dcsimg
Image of Neopetrosia subtriangularis (Duchassaing 1850)
Creatures » » Animals » Sponges » Demosponges » » Petrosiidae »

Neopetrosia subtriangularis (Duchassaing 1850)

Neopetrosia subtriangularis

provided by wikipedia EN

Neopetrosia subtriangularis is a species of marine petrosiid sponges native to the waters off Florida and the Caribbean Sea. They superficially resemble staghorn corals.

Taxonomy

Neopetrosia subtriangularis was originally described by the French naturalist Édouard Placide Duchassaing de Fontbressin in 1850 as Spongia subtriangularis.[2] It is classified under the genus Neopetrosia of the family Petrosiidae in the order Haplosclerida.[1]

Description

Neopetrosia subtriangularis superficially resemble the staghorn coral (Acropora cervicornis) in appearance. They form clusters of interconnecting solid branches that tend to sprawl along the substrate (repent),[3] though these branches may sometimes be solitary (arising from a flattened base) and erect.[4]

The branches are brown, beige, yellow or orange in coloration on the external surfaces, though they may possess a greenish tinge. Internal surfaces are tan to off-white in coloration.[5] They are usually around 28 cm (11 in) long and 2.5 cm (0.98 in) wide and may be laterally flattened.[3] In the Bahamas, the individual branches tend to be wider, around 3 to 5 cm (1.2 to 2.0 in), than in other areas where they average at 1 to 2 cm (0.39 to 0.79 in).[6] They are hard in consistency, but are brittle and easily break off. The surface of the branches are smooth and flat.[5]

The openings (oscules) are round and 2 to 4 mm (0.079 to 0.157 in) in diameter, usually surrounded by a rim of paler colored (usually white or yellow) membrane. They may be located flush on the surface or elevated in small conical chimneys, around 1.3 cm (0.51 in) tall. They are distributed regularly on the upper surface of the branches, forming neat rows. Individual oscules may sometimes fuse together to form a crest.[3][5] The spicules are curved cylinders, with pointed (oxea) or rounded (strongyloxea) tips at both ends.[5]

Ecology

Neopetrosia subtriangularis are found in shallow reefs and seagrass beds at depths of greater than 3 m (9.8 ft). Especially in the turbid waters of sand channels.[7] They serve as hosts of colonies of the eusocial snapping shrimp in the genus Synalpheus.[8][9]

Distribution

Neopetrosia subtriangularis is found off the east and west coasts of Florida, the Bahamas, and throughout the entire Caribbean Sea.[3][5]

References

  1. ^ a b c van Soest, R. (2014). Van Soest RW, Boury-Esnault N, Hooper JN, Rützler K, de Voogd NJ, de Glasby BA, Hajdu E, Pisera AB, Manconi R, Schoenberg C, Janussen D, Tabachnick KR, Klautau M, Picton B, Kelly M, Vacelet J (eds.). "Neopetrosia subtriangularis (Duchassaing, 1850)". World Porifera database. World Register of Marine Species. Retrieved 2014-05-22.
  2. ^ Duchassaing de Fontbressin, Édouard Placide (1850). Animaux radiaires des Antilles. Plon Frères. pp. 1–35.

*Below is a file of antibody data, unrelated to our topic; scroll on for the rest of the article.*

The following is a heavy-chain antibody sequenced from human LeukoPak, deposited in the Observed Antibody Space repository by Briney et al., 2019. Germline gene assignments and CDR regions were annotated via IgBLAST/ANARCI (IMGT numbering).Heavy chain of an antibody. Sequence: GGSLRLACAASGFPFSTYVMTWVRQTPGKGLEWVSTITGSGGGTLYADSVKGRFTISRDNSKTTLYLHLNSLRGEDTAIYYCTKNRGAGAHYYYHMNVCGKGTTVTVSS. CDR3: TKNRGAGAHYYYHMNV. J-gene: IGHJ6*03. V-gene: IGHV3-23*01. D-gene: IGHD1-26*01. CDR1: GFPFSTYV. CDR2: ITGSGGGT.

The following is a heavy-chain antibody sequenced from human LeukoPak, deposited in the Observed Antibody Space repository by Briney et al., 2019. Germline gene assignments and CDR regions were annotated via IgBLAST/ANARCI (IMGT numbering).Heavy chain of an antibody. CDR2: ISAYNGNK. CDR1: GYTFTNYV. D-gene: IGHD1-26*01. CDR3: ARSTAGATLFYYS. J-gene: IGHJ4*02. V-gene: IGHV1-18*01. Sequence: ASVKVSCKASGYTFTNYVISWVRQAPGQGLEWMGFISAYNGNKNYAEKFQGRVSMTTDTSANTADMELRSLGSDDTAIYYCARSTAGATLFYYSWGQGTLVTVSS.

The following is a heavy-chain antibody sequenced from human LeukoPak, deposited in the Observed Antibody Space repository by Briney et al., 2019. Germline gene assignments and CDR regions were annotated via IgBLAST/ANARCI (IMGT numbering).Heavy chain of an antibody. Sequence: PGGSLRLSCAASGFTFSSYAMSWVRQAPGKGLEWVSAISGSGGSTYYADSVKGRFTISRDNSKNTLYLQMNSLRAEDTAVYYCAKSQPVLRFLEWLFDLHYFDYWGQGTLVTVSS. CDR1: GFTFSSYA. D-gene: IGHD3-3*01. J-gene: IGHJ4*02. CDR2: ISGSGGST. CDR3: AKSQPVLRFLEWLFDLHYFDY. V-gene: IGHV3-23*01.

3. ^ a b c d Freeman, Chris. "Neopetrosia subtriangularis (Duchassaing, 1850)". LifeDesks. Retrieved September 25, 2013.
  4. ^ Sheppard, Charles. "Xestospongia subtriangularis (Duchassaing 1850)". Coralpedia v 1.0: A guide to Caribbean corals, octocorals and sponges, University of Warwick. Retrieved September 25, 2013.
  5. ^ a b c d e Messing, Charles G.; Bangalore, Purushotham V.; Diaz, Maria Cristina; Freeman, Christopher J.; Kohler, Kevin E.; Reed, John K.; Ruetzler, Klaus; Thacker, Robert W.; van Soest, Rob; Wulff, Janie; Zea, Sven. "Xestospongia subtriangularis (Duchassaing 1850)". South Florida Sponges: A Guide to Identification, The Porifera Tree of Life Project. Retrieved September 25, 2013.
  6. ^ Zea, Sven; Henkel, Timothy P.; Pawlik, Joseph R. (2009). "Neopetrosia subtriangularis". The Sponge Guide: a picture guide to Caribbean sponges, Universidad Nacional de Colombia. Retrieved September 25, 2013.
  7. ^ Diaz, M.C. "Neopetrosia subtriangularis (Duchassaing, 1850)". Bocas del Toro: Species Database, Smithsonian Tropical Research Institute. Retrieved September 25, 2013.
  8. ^ Duffy, J. Emmett; Macdonald, Kenneth S., III; Hultgren, Kristin M.; Chak, Tin Chi Solomon; Rubenstein, Dustin R. (2013). "Decline and Local Extinction of Caribbean Eusocial Shrimp". PLOS ONE. 8 (2): e54637. doi:10.1371/journal.pone.0054637. PMC 3572134. PMID 23418429.
  9. ^ Hultgren, Kristin M.; MacDonald, Kenneth S.,III; Duffy, J. Emmett (2011). "Sponge-dwelling snapping shrimps (Alpheidae: Synalpheus) of Barbados, West Indies, with a description of a new eusocial species" (PDF). Zootaxa. 2834: 1–16. doi:10.11646/zootaxa.2834.1.1.
 title=
license
cc-by-sa-3.0
copyright
Wikipedia authors and editors
original
visit source
partner site
wikipedia EN

Neopetrosia subtriangularis: Brief Summary

provided by wikipedia EN

Neopetrosia subtriangularis is a species of marine petrosiid sponges native to the waters off Florida and the Caribbean Sea. They superficially resemble staghorn corals.

license
cc-by-sa-3.0
copyright
Wikipedia authors and editors
original
visit source
partner site
wikipedia EN